Nitrogen vs. HPA

Nitrogen vs. HPA

Nitrogen and HPA are two gases that are used to fill paintball tanks. The paintball community is confused about the difference between nitrogen and HPA, and for good reason. Both have the same function!

The difference

HPA is simply “compressed air”, which is another term used by paintball players. Compressed air is what it sounds like, it’s good old natural breathing air but condensed into a higher pressure state. The air we breathe contains approximately 78.2% nitrogen, of course, the amount of nitrogen varies depending on the specific environment. But as a general rule, 78.2% nitrogen air is what is used for HPA paintball tanks.

If a paintball player says he uses nitrogen in his paintball tank, he is probably using HPA, which contains nitrogen. But some players use pure nitrogen in their paintball tank. In fact, nitrogen was the main gas used for all professional paintball players long before compressed air came on the scene. In 1994, Phil Davis discovered that if air were condensed, it could be used in paintball guns just as effectively as pure nitrogen gas. This was an important step for paintball tanks, as pure nitrogen is expensive and considerably rarer.

Why do many paintball players say they use nitrogen?

There are two main reasons for the survival of “nitrogen” as a paintball term.

1- The old players never stopped calling their paintball air nitrogen even when it wasn’t. Thus, keeping the word in the vocabulary of the paintball community. And since there is very little difference in performance between HPA and nitrous, many old players see no difference to change their conditions.

2- Some people think “nitrogen” is a cooler word than “HPA”. This is especially the case when “nitrogen” is shortened to “nitro”. Many current paintball players are extremely disappointed with this, after all high pressure air is not too shabby a name. The point is, “nitrogen” is here to stay.

Performance difference

There is a slight difference in performance, but not enough to be that noticeable. HPA is forced to lose over 20% of its content. It’s not as big a deal as it sounds. Pure nitrogen will allow you to have more paintball shots per charge and will be very little, more consistent.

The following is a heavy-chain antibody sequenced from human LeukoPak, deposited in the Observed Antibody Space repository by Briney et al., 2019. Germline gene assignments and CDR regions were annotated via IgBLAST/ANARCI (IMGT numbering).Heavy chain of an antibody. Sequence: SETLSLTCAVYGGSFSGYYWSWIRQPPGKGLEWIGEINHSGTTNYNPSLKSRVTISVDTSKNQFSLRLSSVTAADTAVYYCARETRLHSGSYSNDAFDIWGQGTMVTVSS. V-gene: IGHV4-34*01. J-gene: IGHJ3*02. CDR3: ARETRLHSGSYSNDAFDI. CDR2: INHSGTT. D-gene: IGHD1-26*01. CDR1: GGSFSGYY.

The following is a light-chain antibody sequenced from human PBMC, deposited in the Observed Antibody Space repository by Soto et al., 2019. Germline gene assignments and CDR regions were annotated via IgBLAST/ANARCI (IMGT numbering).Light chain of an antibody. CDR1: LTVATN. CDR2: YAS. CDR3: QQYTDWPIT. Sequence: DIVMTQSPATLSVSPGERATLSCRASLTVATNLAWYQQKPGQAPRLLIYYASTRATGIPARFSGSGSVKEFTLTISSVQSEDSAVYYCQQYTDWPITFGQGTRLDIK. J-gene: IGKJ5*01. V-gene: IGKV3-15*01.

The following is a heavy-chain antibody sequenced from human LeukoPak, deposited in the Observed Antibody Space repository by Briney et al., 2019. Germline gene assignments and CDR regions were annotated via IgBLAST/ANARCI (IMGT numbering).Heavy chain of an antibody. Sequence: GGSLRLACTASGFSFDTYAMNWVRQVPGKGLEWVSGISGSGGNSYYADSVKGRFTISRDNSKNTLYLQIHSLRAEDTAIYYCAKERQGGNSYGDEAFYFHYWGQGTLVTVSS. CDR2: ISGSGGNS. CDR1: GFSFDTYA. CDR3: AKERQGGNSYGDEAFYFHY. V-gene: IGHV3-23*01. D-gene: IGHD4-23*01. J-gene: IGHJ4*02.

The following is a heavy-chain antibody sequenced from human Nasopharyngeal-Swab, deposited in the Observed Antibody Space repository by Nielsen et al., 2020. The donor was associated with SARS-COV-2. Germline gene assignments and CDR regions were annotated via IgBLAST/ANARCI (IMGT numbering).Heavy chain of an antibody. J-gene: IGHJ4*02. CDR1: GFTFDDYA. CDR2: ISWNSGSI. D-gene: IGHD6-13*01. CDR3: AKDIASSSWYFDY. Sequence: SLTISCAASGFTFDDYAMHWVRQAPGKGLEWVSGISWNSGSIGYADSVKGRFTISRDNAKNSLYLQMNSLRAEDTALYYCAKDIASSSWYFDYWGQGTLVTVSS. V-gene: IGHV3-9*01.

That being said, some paintball courts still offer Nitrogen instead of HPA because some players strongly believe that Nitrogen is significantly better. If you have the opportunity to test pure nitrogen in your paintball tank, give it a try! Honestly, I didn’t notice any difference, but some people swear by it.

Is there a difference between a nitrogen paintball tank and an HPA?

There is no! Some players have told me that one is better than the other. But guys! These are not two separate entities. There is no such thing as a paintball tank with nitrogen and HPA. When I say they are the exact same thing, I mean they are the same thing. A nitrogen compatible paintball tank will be able to be filled with nitrogen gas or compressed air. You can call the tank whatever you want, but it’s just a tank that’s nitrogen compatible.

There are only two types of paintball tanks, one is for CO2, the other is for nitrogen or HPA.


Nitrogen and HPA are used the same way, for the same paintball tanks. Some players claim that nitrogen is a superior gas, but most players don’t notice a difference between the two. HPA is cheaper than nitrogen, and for that reason alone, HPA has become the most commonly used gas on paintball courts.

The word “nitrogen” remains in paintball terminology because of its history in our sport and because some people still use it.

#Nitrogen #HPA

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